A man walks in front of the Shanghai skyline
The Shanghai skyline. China’s benchmark CSI 300 index of Shanghai- and Shenzhen-listed stocks has fallen nearly 5% since the start of the year © Qilai Shen/Bloomberg

Chinese authorities are tightening limits on capital outflows by restricting access to funds that invest in offshore securities as the country battles a brutal market rout.

About a third of Chinese funds that invest in foreign securities under a scheme that bypasses strict capital controls have announced in stock exchange notices they have suspended or capped sales to retail investors “to maintain stable operations and protect investors’ interests”.

The Beijing-based manager of one fund that focuses on US stocks said they had received informal instructions from the Shanghai Stock Exchange to reduce sales of such products targeting overseas markets after demand went “through the roof”.

Chinese authorities have repeatedly tried to halt a protracted sell-off in domestic equities over the past year, but the efforts have failed to improve battered sentiment, prompting many investors to look for higher yields elsewhere.

The soaring popularity among retail investors of foreign-targeted funds has raised regulator concerns about capital outflows. The Financial Times reported last August that China’s biggest fund houses were nearing government quota limits on offshore investment.

The government’s Qualified Domestic Institutional Investor scheme allows banks, brokerages and asset managers to bypass China’s strict capital controls. Buying into funds offered through the QDII scheme is the only legal way for Chinese retail investors to invest in foreign stocks and bonds.

Line chart of QDII limit climbed to $166bn in July showing Rise in Beijing's foreign investment quota has slowed

An increase in investor demand has caused some funds to hit their quota, while other funds have received directions from Chinese regulators to slow or in some cases stop sales of the funds.

Public filings show 79 Chinese QDII funds have suspended sales to retail investors and 53 have capped them. Together, these account for about 30 per cent of all QDII funds that target non-Hong Kong overseas markets. The funds include some operated by JPMorgan Asset Management and Manulife Investment Management.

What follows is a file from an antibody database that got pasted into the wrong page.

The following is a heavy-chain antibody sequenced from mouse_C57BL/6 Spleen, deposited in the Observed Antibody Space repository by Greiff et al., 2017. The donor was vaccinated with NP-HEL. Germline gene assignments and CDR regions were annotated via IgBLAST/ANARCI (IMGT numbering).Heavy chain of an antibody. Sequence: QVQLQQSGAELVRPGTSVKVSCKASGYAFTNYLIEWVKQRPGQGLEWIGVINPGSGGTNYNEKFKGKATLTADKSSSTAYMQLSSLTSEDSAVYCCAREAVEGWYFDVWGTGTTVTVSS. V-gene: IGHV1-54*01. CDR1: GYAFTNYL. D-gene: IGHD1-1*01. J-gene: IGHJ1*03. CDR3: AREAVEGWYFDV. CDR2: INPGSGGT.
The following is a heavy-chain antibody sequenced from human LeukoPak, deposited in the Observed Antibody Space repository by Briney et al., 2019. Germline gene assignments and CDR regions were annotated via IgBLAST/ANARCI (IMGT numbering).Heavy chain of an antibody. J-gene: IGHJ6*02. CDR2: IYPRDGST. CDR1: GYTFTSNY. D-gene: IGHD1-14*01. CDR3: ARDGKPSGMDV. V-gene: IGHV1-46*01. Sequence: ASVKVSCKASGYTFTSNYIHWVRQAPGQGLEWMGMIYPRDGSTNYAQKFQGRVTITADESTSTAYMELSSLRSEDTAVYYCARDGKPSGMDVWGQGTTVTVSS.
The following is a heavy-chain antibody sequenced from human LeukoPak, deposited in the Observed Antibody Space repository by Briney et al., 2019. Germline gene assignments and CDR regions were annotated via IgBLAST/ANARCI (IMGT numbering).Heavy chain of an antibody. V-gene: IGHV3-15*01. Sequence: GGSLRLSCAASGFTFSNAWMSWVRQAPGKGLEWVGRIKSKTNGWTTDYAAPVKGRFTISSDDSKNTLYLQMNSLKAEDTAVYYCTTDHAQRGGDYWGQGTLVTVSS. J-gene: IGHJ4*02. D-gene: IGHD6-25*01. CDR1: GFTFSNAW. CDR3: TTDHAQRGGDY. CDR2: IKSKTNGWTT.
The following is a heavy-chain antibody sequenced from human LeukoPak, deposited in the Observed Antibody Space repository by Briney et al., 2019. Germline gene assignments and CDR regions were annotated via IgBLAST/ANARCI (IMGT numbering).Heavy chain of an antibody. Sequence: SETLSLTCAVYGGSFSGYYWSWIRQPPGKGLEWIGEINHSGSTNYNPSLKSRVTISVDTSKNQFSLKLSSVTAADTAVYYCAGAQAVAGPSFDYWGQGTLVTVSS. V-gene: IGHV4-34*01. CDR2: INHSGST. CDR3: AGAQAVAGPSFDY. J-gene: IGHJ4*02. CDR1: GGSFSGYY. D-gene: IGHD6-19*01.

JPMorgan did not respond to a request for comment, while Manulife declined to comment.

Separately, multiple Chinese brokerages that sell funds to retail investors through the QDII scheme said on Tuesday in public filings that regulators led by the Shanghai Stock Exchange were cracking down on “abnormal trading” in exchange traded funds that invest in foreign equities.

The brokerages said regulators had in particular requested the suspension of transactions involving ETFs that sought to match the performance of the MSCI USA 50, Nasdaq 100 and Japan’s Nikkei 225 indices.

The tightly controlled QDII quotas have intensified competition for outbound investments, with such ETFs trading well above their net asset value. Beijing had a total quota of $166bn across 186 institutions for QDII investments as of the end of 2023, up only slightly since 2021.

“Rocketing demand on one hand and quota restrictions on the other, the two factors both contributed to the particularly hot situation in QDII funds we are seeing right now,” said Ding Wenjie, global capital investment strategist at China Asset Management.

Ding said the appetite for funds linked to Japan’s Nikkei index had become “irrational” this month, with one trading at up to a 20 per cent premium to its asset value. Funds targeting the US and India were also popular, Ding said.

The China Securities Regulatory Commission and Shanghai Stock Exchange did not respond to requests for comment.

In a separate move to support Chinese share prices — which have continued to decline sharply this month — authorities have told some institutional investors not to sell domestic stocks.

Since October, market regulators have been providing private instructions — known as “window guidance” — to some investors, preventing them from being net sellers of equities on certain days.

China’s benchmark CSI 300 index has fallen nearly 5 per cent since the start of 2024, continuing a rout fuelled by disappointment with government policies and lingering concerns about a slow economic rebound.

Copyright The Financial Times Limited 2024. All rights reserved.
Reuse this content (opens in new window) CommentsJump to comments section

Follow the topics in this article